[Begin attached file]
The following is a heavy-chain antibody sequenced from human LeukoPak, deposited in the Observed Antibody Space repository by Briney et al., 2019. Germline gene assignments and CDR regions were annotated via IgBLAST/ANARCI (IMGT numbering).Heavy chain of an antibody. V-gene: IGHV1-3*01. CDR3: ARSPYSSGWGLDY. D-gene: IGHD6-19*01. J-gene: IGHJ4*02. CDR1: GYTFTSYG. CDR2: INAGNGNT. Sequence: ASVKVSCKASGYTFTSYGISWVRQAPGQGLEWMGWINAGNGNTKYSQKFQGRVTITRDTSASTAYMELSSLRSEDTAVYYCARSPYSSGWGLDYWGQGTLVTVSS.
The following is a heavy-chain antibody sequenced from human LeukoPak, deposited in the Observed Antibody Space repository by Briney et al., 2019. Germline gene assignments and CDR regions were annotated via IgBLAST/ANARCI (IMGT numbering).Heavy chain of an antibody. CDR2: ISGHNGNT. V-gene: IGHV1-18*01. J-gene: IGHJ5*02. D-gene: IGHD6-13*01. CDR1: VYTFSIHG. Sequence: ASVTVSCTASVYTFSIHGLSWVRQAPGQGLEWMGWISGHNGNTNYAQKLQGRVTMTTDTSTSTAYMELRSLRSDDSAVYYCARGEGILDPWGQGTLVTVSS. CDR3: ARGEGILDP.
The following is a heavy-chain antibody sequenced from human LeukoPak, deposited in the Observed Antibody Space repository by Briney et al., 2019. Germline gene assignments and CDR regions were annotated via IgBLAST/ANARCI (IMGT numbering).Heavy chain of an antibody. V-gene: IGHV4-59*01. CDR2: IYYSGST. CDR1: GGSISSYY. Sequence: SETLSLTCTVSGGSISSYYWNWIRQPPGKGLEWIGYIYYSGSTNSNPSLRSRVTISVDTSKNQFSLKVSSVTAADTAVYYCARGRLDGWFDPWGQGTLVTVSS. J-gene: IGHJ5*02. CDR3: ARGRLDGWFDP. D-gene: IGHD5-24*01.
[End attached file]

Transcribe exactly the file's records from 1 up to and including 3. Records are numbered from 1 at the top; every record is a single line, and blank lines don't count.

The following is a heavy-chain antibody sequenced from human LeukoPak, deposited in the Observed Antibody Space repository by Briney et al., 2019. Germline gene assignments and CDR regions were annotated via IgBLAST/ANARCI (IMGT numbering).Heavy chain of an antibody. V-gene: IGHV1-3*01. CDR3: ARSPYSSGWGLDY. D-gene: IGHD6-19*01. J-gene: IGHJ4*02. CDR1: GYTFTSYG. CDR2: INAGNGNT. Sequence: ASVKVSCKASGYTFTSYGISWVRQAPGQGLEWMGWINAGNGNTKYSQKFQGRVTITRDTSASTAYMELSSLRSEDTAVYYCARSPYSSGWGLDYWGQGTLVTVSS.
The following is a heavy-chain antibody sequenced from human LeukoPak, deposited in the Observed Antibody Space repository by Briney et al., 2019. Germline gene assignments and CDR regions were annotated via IgBLAST/ANARCI (IMGT numbering).Heavy chain of an antibody. CDR2: ISGHNGNT. V-gene: IGHV1-18*01. J-gene: IGHJ5*02. D-gene: IGHD6-13*01. CDR1: VYTFSIHG. Sequence: ASVTVSCTASVYTFSIHGLSWVRQAPGQGLEWMGWISGHNGNTNYAQKLQGRVTMTTDTSTSTAYMELRSLRSDDSAVYYCARGEGILDPWGQGTLVTVSS. CDR3: ARGEGILDP.
The following is a heavy-chain antibody sequenced from human LeukoPak, deposited in the Observed Antibody Space repository by Briney et al., 2019. Germline gene assignments and CDR regions were annotated via IgBLAST/ANARCI (IMGT numbering).Heavy chain of an antibody. V-gene: IGHV4-59*01. CDR2: IYYSGST. CDR1: GGSISSYY. Sequence: SETLSLTCTVSGGSISSYYWNWIRQPPGKGLEWIGYIYYSGSTNSNPSLRSRVTISVDTSKNQFSLKVSSVTAADTAVYYCARGRLDGWFDPWGQGTLVTVSS. J-gene: IGHJ5*02. CDR3: ARGRLDGWFDP. D-gene: IGHD5-24*01.